For most of us, it’s a no-brainer to avoid misuse of drugs: we see that the dangers and destructive long-term effects outweigh any momentary pleasure drugs afford and act accordingly. But it’s also easy to understand why people use and abuse drugs that pose risks to health and well-being. It’s a matter of brain chemistry.
Drugs are chemicals that enter the brain and mess with the way nerve cells normally send, receive, and process information. Some imitate natural neurotransmitters; for example, narcotic pain relievers mimic the effects of endorphins, the body’s natural “feel-good” chemical. Or they are similar enough to the brain’s natural chemical messengers that they trick brain receptors into activating nerve cells. Stimulants such as cocaine and methamphetamines cause the neurons to release too much of the neurotransmitters, causing the sensation users describe as the brain “racing.”
And, in one way or another, almost all drugs overstimulate the pleasure center of the brain, flooding it with the neurotransmitter dopamine. That produces euphoria, and that heightened pleasure can be so compelling that the brain wants that feeling back again and again. Unfortunately, with repeated use of a drug, the brain becomes accustomed to the dopamine surges by producing less of it, so the user has to take more of the drug to feel the same pleasure — the phenomenon known as tolerance.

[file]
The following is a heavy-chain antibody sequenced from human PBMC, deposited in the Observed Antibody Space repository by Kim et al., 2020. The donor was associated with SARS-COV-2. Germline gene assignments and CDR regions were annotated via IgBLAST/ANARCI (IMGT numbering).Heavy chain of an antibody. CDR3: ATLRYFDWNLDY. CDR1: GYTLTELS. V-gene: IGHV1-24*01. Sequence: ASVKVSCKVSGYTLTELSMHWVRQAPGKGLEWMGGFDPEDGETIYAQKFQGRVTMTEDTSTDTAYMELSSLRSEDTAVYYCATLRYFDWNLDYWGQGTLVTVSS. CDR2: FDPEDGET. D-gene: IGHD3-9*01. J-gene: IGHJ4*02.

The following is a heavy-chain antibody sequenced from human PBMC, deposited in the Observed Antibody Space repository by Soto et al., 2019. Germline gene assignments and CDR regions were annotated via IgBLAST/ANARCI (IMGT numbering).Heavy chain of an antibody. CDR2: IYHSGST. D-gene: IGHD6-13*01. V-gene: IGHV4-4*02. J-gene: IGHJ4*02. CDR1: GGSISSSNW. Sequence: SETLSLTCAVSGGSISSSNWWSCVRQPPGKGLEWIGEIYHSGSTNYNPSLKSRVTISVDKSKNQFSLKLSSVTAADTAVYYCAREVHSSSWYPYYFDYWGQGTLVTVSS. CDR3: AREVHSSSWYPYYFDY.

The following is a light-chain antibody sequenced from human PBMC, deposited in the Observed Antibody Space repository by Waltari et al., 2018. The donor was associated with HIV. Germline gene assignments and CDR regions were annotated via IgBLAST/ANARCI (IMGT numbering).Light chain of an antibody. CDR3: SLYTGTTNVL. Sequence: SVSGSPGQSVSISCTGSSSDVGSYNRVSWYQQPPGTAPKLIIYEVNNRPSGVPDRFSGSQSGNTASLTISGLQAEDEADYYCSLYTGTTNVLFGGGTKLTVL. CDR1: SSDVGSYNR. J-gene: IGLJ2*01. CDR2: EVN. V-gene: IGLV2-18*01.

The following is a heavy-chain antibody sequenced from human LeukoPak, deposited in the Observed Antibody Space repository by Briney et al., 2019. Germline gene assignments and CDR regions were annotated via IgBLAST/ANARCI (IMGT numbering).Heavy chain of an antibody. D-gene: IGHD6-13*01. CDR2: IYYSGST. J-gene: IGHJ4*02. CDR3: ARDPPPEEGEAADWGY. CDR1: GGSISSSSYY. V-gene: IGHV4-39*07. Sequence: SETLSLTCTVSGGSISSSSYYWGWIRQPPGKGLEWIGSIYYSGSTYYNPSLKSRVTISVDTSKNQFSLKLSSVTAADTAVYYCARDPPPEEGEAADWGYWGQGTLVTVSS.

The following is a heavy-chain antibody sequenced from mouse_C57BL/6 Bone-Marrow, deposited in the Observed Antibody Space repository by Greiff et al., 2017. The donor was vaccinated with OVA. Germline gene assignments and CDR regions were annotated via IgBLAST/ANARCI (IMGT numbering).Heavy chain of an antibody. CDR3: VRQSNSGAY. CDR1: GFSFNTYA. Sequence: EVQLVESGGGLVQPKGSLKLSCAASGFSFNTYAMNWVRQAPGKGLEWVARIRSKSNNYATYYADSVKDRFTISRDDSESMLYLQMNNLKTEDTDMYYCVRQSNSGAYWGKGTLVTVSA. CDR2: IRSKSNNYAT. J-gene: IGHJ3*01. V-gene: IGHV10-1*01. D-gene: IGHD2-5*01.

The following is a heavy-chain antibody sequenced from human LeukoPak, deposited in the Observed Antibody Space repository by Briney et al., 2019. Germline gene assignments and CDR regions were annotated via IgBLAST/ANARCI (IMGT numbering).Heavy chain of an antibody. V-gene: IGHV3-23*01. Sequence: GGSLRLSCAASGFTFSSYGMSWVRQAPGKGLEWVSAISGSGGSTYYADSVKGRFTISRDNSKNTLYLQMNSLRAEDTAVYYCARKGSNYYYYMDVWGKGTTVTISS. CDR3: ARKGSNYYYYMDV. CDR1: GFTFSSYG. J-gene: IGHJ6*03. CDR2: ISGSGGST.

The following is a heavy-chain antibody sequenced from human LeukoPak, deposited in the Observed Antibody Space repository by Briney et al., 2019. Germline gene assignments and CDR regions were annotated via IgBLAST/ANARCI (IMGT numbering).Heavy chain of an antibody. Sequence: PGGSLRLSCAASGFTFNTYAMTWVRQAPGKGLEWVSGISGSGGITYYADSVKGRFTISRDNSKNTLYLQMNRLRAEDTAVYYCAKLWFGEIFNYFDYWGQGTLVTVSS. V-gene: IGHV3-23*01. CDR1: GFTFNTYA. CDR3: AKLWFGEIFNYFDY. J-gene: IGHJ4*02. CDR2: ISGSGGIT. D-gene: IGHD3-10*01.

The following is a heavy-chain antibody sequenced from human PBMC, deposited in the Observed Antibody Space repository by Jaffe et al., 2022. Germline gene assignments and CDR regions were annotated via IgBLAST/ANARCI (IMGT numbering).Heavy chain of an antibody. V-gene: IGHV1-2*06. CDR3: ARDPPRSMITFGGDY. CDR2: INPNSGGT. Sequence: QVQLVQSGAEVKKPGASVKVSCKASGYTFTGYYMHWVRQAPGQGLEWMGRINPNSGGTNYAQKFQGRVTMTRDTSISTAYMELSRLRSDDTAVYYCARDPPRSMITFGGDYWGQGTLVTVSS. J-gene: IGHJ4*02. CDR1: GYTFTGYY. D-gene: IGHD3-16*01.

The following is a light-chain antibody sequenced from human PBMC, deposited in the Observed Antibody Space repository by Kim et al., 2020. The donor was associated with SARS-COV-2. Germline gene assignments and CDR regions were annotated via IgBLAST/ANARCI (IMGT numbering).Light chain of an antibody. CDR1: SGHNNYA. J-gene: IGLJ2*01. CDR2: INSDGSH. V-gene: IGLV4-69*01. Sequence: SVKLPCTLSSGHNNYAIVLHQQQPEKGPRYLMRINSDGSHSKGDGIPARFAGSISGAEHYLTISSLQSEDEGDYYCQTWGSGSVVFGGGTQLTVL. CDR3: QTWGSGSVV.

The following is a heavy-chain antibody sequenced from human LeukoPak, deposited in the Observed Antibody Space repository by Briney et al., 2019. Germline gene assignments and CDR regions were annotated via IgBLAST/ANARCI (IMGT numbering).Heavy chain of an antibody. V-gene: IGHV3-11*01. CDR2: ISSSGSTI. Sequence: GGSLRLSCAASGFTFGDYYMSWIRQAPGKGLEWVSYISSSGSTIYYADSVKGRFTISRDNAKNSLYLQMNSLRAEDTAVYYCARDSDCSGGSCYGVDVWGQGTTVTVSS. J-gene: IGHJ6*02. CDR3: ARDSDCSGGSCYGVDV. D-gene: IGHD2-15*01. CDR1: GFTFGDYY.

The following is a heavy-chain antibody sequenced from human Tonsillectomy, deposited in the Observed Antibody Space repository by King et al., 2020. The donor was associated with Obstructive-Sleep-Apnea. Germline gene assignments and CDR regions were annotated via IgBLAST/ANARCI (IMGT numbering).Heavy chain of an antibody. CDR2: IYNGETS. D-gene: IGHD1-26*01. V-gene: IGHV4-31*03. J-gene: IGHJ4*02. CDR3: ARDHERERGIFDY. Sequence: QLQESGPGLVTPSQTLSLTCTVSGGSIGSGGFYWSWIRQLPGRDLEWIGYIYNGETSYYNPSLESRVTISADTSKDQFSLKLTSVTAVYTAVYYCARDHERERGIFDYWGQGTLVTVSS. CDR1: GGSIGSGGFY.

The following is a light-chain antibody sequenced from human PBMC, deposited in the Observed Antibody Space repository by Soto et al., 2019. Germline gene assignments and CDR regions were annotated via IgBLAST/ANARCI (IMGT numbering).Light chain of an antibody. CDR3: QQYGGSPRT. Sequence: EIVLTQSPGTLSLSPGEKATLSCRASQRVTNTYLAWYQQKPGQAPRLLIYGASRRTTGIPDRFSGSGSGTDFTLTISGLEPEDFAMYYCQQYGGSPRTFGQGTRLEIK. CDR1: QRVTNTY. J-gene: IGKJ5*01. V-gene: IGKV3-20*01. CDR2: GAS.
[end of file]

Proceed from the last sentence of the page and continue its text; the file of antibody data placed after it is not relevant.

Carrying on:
But what causes people to want to tinker with their brain chemistry in the first place? Some are thrill-seekers, some just curious; some try drugs because their friends use, or they want to be perceived as cool. Even more susceptible, though, are the many people who use drugs in order to cope with unpleasant emotions and the difficulties of life. The National Alliance on Mental Illness estimates that about half of all drug abusers also suffer from a mental illness such as depression, anxiety, bipolar disorder, or schizophrenia.
People who are suffering emotionally use drugs not so much for the rush but to escape from their problems. They’re trying to self-medicate themselves out of loneliness, low self-esteem, unhappy relationships, stress, and many other types of problems. Drug use doesn’t solve any of those problems, and it can easily make them worse or create new ones. But even if the user knows that, the short-term escape drugs provide can be so attractive that the dangerous consequences of abuse can seem unimportant.